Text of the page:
Downers Grove siblings tour China with dancing violinist group
DOWNERS GROVE – If playing violin and dancing at the same time isn’t task enough, try performing in front of a Chinese audience.
“Here in the U.S., you’re expected to sit still and be quiet and listen and put your phone away,” said Downers Grove 18-year-old Aura Evans, a member of “The Allegro!!! String Performance Ensemble.”
“In China, they’ll take out their cellphone and take pictures and talk to their friends.”
Evans said the Allegro players realized the crowd wasn’t distracted; they were engaging with the show in a modern way.
“It made it a lot more fun,” she said. “[The crowd was] texting their friends, ‘Oh hey, I’m at this really cool concert.’”
Aura and two of her four siblings, Teddy, 14, and Max, 16, traveled with the Allegro performance group, based at the Western Springs School of Talent Education, to China in June, playing in 10 cities. They joined three other Allegro groups from the United States for the tour.
The shows boasts a variety of genres played by the group on violin, all while the members perform choreographed dances.
Aura and all four of her siblings were taught to play violin in the Suzuki method at the Western Springs school. Her older brother, Ames, 20, previously played in Allegro, which is for middle and high school students.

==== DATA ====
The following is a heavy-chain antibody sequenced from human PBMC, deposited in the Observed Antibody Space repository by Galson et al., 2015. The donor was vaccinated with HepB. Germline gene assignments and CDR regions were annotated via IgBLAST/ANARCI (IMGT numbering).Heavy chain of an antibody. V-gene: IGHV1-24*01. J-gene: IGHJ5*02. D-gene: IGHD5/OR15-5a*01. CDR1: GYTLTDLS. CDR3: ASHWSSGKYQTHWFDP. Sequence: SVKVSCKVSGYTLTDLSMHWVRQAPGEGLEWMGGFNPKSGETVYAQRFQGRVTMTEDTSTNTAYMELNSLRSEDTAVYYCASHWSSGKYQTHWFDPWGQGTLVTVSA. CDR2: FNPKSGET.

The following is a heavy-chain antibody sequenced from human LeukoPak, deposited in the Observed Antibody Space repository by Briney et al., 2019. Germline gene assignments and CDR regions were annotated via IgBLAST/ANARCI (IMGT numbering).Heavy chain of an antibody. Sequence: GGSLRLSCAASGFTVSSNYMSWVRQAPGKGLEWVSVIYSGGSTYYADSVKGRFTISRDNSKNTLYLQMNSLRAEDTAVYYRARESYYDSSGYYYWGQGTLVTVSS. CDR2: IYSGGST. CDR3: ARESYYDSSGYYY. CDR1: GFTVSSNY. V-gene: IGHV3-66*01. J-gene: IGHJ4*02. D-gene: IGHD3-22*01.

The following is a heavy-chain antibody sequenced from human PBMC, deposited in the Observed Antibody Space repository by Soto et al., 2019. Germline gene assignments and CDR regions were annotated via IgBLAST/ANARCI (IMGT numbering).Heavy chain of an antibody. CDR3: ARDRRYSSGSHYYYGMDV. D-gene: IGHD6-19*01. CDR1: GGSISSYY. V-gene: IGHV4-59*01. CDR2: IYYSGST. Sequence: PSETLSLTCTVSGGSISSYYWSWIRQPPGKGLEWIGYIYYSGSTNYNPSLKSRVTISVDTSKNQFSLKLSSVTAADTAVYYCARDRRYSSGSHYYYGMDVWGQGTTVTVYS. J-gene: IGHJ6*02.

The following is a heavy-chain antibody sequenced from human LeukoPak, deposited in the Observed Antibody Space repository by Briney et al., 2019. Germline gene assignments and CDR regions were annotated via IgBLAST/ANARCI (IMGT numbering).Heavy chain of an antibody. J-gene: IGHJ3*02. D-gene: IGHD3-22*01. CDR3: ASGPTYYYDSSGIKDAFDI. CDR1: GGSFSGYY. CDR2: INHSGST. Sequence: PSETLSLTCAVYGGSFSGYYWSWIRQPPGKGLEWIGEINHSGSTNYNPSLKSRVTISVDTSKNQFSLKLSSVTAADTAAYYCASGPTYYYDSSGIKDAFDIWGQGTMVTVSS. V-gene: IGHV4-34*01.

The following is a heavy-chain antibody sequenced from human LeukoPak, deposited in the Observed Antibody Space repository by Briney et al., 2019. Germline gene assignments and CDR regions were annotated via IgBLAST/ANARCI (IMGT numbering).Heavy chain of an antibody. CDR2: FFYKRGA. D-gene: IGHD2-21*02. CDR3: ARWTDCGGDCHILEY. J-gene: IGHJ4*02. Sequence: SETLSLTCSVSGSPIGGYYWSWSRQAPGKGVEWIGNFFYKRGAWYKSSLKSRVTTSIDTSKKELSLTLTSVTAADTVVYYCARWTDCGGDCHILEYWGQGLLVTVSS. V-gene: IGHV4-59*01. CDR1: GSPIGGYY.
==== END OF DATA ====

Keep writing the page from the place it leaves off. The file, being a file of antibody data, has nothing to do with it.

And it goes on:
The youngest in the Evans clan, Mike, 10, likely will follow in the sibling tradition and audition for the group when he is of age.
During the tour, the mobile phone engagement from the crowd noticeably grew their audience, she said.
One crowd member took a YouTube video of the group performing “Chop Stickin,” which features a choreographed taekwondo fight between Teddy and Max in the middle of the song – the two brothers have black belts in the martial art.
The video went viral, Aura said, and by the time Allegro played its final show in Shanghai, it was to a crowd of about 1,700.
“Everybody loved [the taekwondo fight],” Teddy said. “They were screaming and clapping for us. At first, they don’t realize what’s going on; they’re like, ‘Why are they setting their violins down?’ It turns into something really cool.”
He said the crowds in China were enthused to approach the performers after the show and pose for pictures.
“They’d come up and give you a hug and a peace sign,” he said.
When they weren’t on stage, the siblings had a chance to sightsee in the country.
Teddy especially was taken by the architecture. His brother, Max, enjoyed the food.
“You get introduced to so many different food styles,” Max said. “I tried snail, eel, octopus … I tried mussels for the first time in my life. You don’t really know what everything is; you just eat it.”